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Java Vector Class Example

In this article, we shall discuss Vector in Java and its usage and common methods.

1. What is a Vector

The Vector class implements a growable array of objects. Like an array, it contains components that can be accessed using an integer index. However, the size of a Vector can grow or shrink as needed to accommodate adding and removing items after the Vector has been created. Each vector tries to optimize storage management by maintaining a capacity and a capacityIncrement. The capacity is usually as large as vector size and the vector’s storage increases in chunks the size of capacityIncrement.

As of Java 2, the Vector class was retrofitted to implement the List interface, making a member of the Java Collections Framework. Let us look at the Collections framework and where Vector fits in.

Java Vector - Collections
Fig 1. Collections

The above diagram shows the Collections framework and how ArrayList, Vector and LinkedList fit in.

2. Constructors in Vector

The Vector class has the below constructors:

  • Vector(): Constructs an empty vector so that its internal data array has size 10 and its standard capacity increment is zero.
  • Vector( Collection <? extends E> c): Constructs a vector containing elements of the specified collection in the order they are returned by the collection’s iterator.
  • Vector (int initialCapacity): Constructs an empty vector with the specified initial capacity and with its capacity increment equal to zero.
  • Vector (int initialCapacity, int capacityIncrement): Constructs an empty vector with the specified initial capacity and capacity increment.

3. Methods in Vector

The Vector class has the below commonly used methods:

  • boolean add (E e): Appends the specified element to the end of this Vector
  • void add (int index, E element): Inserts the specified element at the specified position in this Vector
  • boolean addAll (Collection<? extends E> c): Appends all of the elements in the specified Collection to the end of this Vector, in the order that they are returned by the specified Collection’s Iterator
  • boolean addAll(int index, Collection c): Inserts all of the elements in the specified Collection into this Vector at the specified position
  • void addElement(E obj): Adds the specified component to the end of this vector, increasing its size by one
  • int capacity(): Returns the current capacity of this vector
  • void ensureCapacity(int minCapacity): Increases the capacity of this vector, if necessary, to ensure that it can hold at least the number of components specified by the minimum capacity argument
  • void forEach(Consumer action): Performs the given action for each element of the Iterable until all elements have been processed or the action throws an exception
  • int indexOf(Object o): Returns the index of the first occurrence of the specified element in this vector, or -1 if this vector does not contain the element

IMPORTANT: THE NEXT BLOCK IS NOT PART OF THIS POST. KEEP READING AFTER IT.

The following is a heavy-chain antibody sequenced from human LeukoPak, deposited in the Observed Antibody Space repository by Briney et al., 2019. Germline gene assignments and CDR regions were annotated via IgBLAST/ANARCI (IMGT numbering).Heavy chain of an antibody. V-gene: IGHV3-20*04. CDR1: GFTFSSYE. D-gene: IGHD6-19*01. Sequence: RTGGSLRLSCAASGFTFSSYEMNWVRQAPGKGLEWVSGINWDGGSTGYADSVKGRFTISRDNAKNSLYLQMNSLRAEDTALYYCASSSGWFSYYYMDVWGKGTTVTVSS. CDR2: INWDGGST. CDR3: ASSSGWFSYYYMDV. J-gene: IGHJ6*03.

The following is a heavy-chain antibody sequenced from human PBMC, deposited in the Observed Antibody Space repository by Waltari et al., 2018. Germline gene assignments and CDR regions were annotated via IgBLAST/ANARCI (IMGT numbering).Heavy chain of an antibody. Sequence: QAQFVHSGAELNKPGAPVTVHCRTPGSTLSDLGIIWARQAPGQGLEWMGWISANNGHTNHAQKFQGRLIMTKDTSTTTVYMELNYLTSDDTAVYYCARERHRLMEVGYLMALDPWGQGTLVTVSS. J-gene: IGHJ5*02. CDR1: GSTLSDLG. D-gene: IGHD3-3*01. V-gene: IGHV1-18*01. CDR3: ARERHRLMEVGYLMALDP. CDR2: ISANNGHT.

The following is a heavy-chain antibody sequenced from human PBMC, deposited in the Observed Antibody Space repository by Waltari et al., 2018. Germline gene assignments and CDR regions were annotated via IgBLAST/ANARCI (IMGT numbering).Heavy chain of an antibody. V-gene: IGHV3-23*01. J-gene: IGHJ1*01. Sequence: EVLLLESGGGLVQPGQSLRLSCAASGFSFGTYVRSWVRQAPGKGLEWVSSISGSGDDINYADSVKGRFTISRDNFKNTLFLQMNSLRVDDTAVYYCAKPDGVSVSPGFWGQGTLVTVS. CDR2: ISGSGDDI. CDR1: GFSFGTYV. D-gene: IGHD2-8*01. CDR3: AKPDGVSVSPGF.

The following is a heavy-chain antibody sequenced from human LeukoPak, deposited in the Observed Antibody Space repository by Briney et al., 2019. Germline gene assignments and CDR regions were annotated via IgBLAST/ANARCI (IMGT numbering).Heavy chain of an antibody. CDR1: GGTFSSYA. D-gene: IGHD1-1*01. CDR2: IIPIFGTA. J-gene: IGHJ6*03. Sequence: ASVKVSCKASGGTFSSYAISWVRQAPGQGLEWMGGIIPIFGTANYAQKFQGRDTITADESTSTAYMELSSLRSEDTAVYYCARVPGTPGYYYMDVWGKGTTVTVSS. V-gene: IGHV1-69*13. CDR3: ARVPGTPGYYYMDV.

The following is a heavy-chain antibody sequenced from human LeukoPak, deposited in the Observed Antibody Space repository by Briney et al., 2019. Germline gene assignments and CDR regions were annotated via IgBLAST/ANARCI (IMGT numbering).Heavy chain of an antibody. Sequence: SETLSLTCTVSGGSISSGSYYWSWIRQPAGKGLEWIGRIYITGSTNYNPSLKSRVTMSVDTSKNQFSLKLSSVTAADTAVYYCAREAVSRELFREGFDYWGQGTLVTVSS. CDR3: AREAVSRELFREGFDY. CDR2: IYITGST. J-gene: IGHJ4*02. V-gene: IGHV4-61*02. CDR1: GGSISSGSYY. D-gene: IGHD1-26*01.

• boolean remove(Object o): Removes the first occurrence of the specified element in this Vector If the Vector does not contain the element, it is unchanged

3. Java Vector example

Let us now look at an example to see the usage of some of the commonly used methods.VectorExample.java

import java.util.Vector;

public class VectorExample{
    public static void main(String args[]){
        // usage of default constructor. Initial size is set as 10
        Vector vec = new Vector();

        // capacity of vector
        System.out.println("Initial vector capacity: "+vec.capacity());

        for(int i=0; i<4; i++){
            // usage of method add(E e)
        // updated capacity of vector
        System.out.println("new vector capacity after adding elements: "+vec.capacity());
        System.out.println("vector vec is: "+vec);
        // remove element at index 1
        System.out.println("Updated vector: "+vec);
        // clear vector
        System.out.println("vector vec is: "+vec);
        System.out.println("new vector capacity: "+vec.capacity());
        // Vector with initial size as 5. 
        Vector vector1 = new Vector(5);
        System.out.println("First and last elements are: "+ vector1.firstElement() + " " + vector1.lastElement());;

A new vector is created using Vector() constructor. This sets the default capacity as 10. We then added some elements to the vector. You will notice that the vector size got incremented after the capacity is reached. Vector also has methods to check the first and last elements as shown in the example.

Executing the code would give the result as:

Initial vector capacity: 10
new vector capacity after adding elements: 20
vector vec is: [John, Jason, 1, John, Jason, 1, John, Jason, 1, John, Jason, 1]
Updated vector: [John, 1, John, Jason, 1, John, Jason, 1, John, Jason, 1]
vector vec is: []
new vector capacity: 20
First and last elements are: John Ryan

4. Vector vs ArrayList and LinkedList

In Fig.1 above, we notice that Vector, ArrayList, and LinkedList implement List interface. Like an array, components in a Vector can be accessed using an integer index. When the minimum default capacity is reached, Vector’s size doubles, while ArrayList grows by 50%. Also note that Vector is synchronized, while ArrayList and LinkedList are not. Hence, if a thread-safe implementation is not needed, it is recommended to use ArrayList instead of Vector. Let us see the time complexity of these objects

Add elementO(1)O(N)O(N)
Remove elementO(1)O(N)O(N)
Complexity comparison

As we notice, a LinkedList works better for adding or removing an element, but not for retrieval. ArrayList and Vector have similar behavior except that Vector is synchronized.

5. Download the Source Code

You can download the full source code of this example here: Java Vector Class Example

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